Thursday, February 12, 2015

Ibrahim Issa on ISIS and the Barbarity Found in Islam's Early Sources

The Egyptian journalist and television personality Ibrahim Issa spoke some harsh words to Muslim religious leaders, pointing out that "Nobody [Among Them] Dares to Admit That ISIS Crimes Are Based on Islamic Sources" (Memri, February 3, 2015, Clip No. 4773).

The video can be viewed by clicking on "Memri Video" under the image, but for ease of access and saving time, here's the transcript, from which I quote:
Whenever ISIS carries out an act of barbarity, such as decapitations, throat slitting, or the burning of a person alive, as they did today, various sheiks tell you . . . that this has nothing to do with Islam, that Islam is not to blame, and whatever. But when the people of ISIS perpetrate slaughter, murder, rape, immolation, and all those barbaric crimes, they say that they are relying on the sharia. They say that this is based on a certain hadith, on a certain Quranic chapter, on a certain saying of Ibn Taymiyyah, or on some historical event. To tell the truth, everything that ISIS says is correct . . . . All the evidence and references that ISIS provides to justify its crimes, its barbarity, and its horrifying, criminal, and despicable violence . . . . All the evidence and references that ISIS provides, claiming that they can be found in the books of history, jurisprudence, and law, are, indeed, to be found there, and anyone who says otherwise is lying . . . . [Whenever ISIS members] kill a person claiming that he is an infidel, when they rape women, when they kill prisoners, and when they slaughter and decapitate people, they say that the Prophet Muhammad said so. Indeed, the Prophet said so! . . . None of those [Al-Azhar clerics {in Egypt}] . . . . have the courage . . . to admit that these things are indeed to be found [in Islamic sources] . . . . I would like to see a single Al-Azhar cleric in Egypt have the courage to admit that Abu Bakr burned a man alive. That's right. He burned Fuja'ah [Al-Sulami]. This is a well-known historical story.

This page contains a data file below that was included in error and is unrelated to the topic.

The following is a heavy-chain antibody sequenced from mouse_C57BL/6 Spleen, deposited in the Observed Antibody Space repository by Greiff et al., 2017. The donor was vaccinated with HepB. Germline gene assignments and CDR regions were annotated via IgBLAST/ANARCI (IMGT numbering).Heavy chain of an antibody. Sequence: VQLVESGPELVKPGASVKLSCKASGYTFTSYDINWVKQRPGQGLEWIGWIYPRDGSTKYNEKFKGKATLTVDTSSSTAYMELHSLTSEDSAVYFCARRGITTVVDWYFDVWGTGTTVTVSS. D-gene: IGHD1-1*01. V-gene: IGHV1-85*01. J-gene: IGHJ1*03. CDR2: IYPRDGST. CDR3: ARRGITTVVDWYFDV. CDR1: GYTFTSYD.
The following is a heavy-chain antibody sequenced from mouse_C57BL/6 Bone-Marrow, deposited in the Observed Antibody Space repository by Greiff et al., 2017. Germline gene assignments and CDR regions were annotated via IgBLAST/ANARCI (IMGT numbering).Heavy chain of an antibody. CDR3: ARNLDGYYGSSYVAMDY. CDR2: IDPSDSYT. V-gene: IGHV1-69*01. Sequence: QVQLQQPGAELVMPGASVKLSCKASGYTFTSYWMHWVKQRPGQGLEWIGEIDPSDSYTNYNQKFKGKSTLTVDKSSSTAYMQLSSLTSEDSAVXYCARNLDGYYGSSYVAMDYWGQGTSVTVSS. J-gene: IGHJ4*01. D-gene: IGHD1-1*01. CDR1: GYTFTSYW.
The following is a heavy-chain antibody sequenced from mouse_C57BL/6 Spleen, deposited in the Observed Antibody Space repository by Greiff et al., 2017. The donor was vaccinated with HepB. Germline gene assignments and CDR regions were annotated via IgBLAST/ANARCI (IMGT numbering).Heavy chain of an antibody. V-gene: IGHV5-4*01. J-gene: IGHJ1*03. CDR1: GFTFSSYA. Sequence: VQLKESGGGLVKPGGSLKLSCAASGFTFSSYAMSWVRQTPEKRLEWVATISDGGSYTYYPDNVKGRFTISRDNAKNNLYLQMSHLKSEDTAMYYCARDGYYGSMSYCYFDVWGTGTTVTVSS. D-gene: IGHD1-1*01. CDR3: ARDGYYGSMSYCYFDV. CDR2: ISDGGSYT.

Issa goes on to argue that massive reinterpretation of Islamic sources is needed, and he urges Muslims to condemn the barbarous commands and acts found in the early sources, or at least to argue that those commands and acts were uttered and committed, respectively, in a context limited to the era of early Islam.

Let's hope to see more of this honest, critical self-reflection by Muslims.

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